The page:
First, the small Gulf Cooperation Council (GCC) states – Bahrain, Kuwait, Qatar and United Arab Emirates – have the highest inclusive growth indices. Their inclusive growth indices exceed 60 on a scale of 0 to 100, putting them on a par with Israel in both periods and in the top median globally.

By contrast, Saudi Arabia, followed by Oman, appear to be least inclusive in both periods with an inclusive growth index that is on a par with other more populous oil-exporting countries, such as Iran and Algeria. With an inclusive growth score of 40-plus, these countries appear in the lower median of all countries.

Examining performance over time reveals further insights. Here, the smaller GCC oil-exporting states indicate a marked deterioration in their inclusive growth performance. Bahrain, Kuwait and, to a lesser extent, Qatar show a decline in their index over the two periods. This pattern also holds for other, larger MENA oil-exporting countries: Iran, Algeria and, to a lesser extent, Libya exhibit a similar and significant deterioration in their indices.

Beyond the MENA region, the experience of oil-exporting countries in Africa also shows a deteriorating trend of inclusivity over this period: Angola, Gabon and Nigeria (all three OPEC members) seem to have followed the experience of the small GCC states in that they exhibit a deterioration of their record over time.

The picture outside the MENA region and Africa is somewhat mixed, with Russia among the major oil-exporting countries also suffering a deterioration, while Ecuador, Indonesia, Kazakhstan, Mexico and Venezuela show only modest improvements. As would be expected, this is in sharp contrast with Norway – another oil-exporting country – which is ranked consistently among the world’s top five nations in inclusivity.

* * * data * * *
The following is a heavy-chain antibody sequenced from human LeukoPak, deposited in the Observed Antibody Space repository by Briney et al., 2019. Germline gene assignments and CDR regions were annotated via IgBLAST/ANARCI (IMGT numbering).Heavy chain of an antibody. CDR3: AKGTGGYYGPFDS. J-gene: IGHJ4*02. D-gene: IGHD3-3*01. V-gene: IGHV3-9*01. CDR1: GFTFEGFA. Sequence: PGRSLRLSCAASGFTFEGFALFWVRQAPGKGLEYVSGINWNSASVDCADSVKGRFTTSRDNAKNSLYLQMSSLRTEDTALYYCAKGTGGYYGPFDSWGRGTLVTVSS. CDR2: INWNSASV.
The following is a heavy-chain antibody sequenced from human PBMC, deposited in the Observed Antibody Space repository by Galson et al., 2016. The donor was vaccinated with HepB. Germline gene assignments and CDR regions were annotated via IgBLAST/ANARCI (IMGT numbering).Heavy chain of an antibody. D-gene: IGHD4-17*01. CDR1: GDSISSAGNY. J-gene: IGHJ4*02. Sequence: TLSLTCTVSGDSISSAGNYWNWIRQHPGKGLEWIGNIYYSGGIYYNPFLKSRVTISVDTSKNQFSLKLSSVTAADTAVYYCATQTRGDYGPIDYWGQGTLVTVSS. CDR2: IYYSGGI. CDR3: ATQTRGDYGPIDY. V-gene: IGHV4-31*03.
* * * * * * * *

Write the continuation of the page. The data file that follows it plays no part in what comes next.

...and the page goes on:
Among non-oil-exporting countries in the MENA region, the deteriorating experiences of Syria and Yemen stand out (the latter is ranked 152 out of 153 countries in the 2006-10 period). The biggest improvement is recorded by Iraq between the two periods (almost doubling), indicating the difficulties and challenges of the early years of the war period after 2003.

Further analysis shows that in general, the low or deteriorating inclusive growth indices across MENA oil-exporting countries is explained by below par performances for unemployment in general and youth unemployment in particular. For example, Saudi Arabia ranks last among 153 countries for youth unemployment during 2006-10. Other development dimensions, such as gender and the environment, do not help the country’s overall growth inclusivity either, while data on poverty and inequality are unfortunately patchy.

My results underscore one overriding economic lesson of a decade that saw an unprecedented surge in oil prices (2001-10): the need to examine outcomes not just in terms of growth but also the quality of growth, its sustainability as well as the degree to which its benefits may extend to wider society.

Given the generally lacklustre performance of these countries across a wide range of dimensions (except for the smaller GCC states), it would require a concerted effort to improve their track record on inclusive growth. A focus on one or two selective dimensions will not be sufficient to improve their comparative ranks.

But as is widely known, labour market challenges – job creation and the reduction of unemployment, especially among young people – remain key in this process and the principal route to achieving inclusive growth for them. This is despite the fact that achieving the imperative of converting oil revenues into sustained and inclusive growth faces a bumpy road ahead.

Estimated ‘Inclusive Growth’ Scores, 2001-05 and 2006-10, Normalized Ranks (min=0; max=100)